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The life changing Cacao Journey through Bougainville

The life changing Cacao Journey through Bougainville

Bringing Cacao home to Her People!




And the journey begins:


We board a prop plane, excited, apprehensive, as the unknown awaits. The plan has only a handful of passengers, and touches down in Raul, which is on the Island called New Britain.

This was the last moment I was to enjoy quality Wi-Fi and connection with the outer world.


More passengers boarded and we were on our way to Bougainville.


Bougainville is an island just north of Solomon Islands and to the west of mainland PNG. From the very bottom the Solomon Islands are visible.

Perhaps this is what my heart has called me here, as the extension of the love I have for the Solomon’s, and the unrelenting pull to work and support our brothers and sisters there.


Bougainville has a troubled past. The inner conflict that began in 1989 and continued to 1998, has many versions. I spoke with many and have heard many variations. It is impossible to put into words. In essence, Bougainville was thriving in the 80’s. It had massive Cacao plantations and was world renowned for its quality. Those who are English may know of a chocolate company called Rowntree, and they purchased all of their cacao from Bougainville. In addition, in the central mountain spine, were and are enormous amounts of gold silver and copper. It was being mined, and the town of Arawa south and on the west coast was booming. How much of this was distributed amongst the people is a real question, but there was employment, power systems, excellent hospitals, great school systems it seems. And then everything erupted into a civil war, firstly against the PNG Government, who had only received independence in 1978, and then village against village, clan against clan, with horrific stories of the terror that ensued!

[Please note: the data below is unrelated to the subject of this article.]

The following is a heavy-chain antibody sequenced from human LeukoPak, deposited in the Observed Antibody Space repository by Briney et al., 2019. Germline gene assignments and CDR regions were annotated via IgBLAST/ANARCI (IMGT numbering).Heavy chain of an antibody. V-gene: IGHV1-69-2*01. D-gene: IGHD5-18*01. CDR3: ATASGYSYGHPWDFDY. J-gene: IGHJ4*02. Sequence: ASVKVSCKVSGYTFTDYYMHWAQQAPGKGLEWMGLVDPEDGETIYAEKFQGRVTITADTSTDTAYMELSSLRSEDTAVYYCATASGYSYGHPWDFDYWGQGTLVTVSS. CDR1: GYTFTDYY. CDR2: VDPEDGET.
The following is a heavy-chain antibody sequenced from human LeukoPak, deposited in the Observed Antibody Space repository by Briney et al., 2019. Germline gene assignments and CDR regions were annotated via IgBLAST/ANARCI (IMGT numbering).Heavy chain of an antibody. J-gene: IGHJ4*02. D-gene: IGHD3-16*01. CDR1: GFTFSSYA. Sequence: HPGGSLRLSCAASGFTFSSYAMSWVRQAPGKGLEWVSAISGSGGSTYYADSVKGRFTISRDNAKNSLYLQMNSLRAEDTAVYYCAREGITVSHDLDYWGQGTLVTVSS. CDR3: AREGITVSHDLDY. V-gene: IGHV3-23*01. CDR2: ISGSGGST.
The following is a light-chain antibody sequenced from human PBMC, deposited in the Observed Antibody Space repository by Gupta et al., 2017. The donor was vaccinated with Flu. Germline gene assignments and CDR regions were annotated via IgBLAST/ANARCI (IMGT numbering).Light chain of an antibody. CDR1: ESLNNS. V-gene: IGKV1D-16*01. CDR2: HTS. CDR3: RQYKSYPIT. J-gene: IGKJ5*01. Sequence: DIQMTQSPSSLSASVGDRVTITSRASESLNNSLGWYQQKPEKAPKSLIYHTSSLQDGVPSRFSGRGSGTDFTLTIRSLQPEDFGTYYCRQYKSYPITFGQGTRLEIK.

Today it is deemed safe. The deputy High Commissioner of NZ, Dr Nathan, shared with me that Bougainville is the only part of PNG where they are allowed to travel and drive independently without a driver of security..


We land in the heat, walk through an old open air building and are met by James and his team. James is leading the program here that has and is endeavouring to make a real difference in farmers lives. The mini chocolate festival that I was a judge for, was and is the core groups creation.


I was sponsored to be here by Bougainville Partners, an Aid organisation funding between New Zealand and Australia.


It is a warm greeting, and we wait for our bags. My bag did not arrive. NOTE to myself from this moment onwards: Always back essentials in back pack one takes onto the plane!


We stand in a shed that is similar to an old air plane hanger and endeavour to find out what has happened. James leads the way. In the end we leave for our guest house and James stays to sort.


An hour or two later, this is Pacific time James joins us, with no clarity on the bags, and we head for a local tour. Julie was with us and Julie runs the local mini chocolate making lab and had made all the samples that we had judged two weeks previously.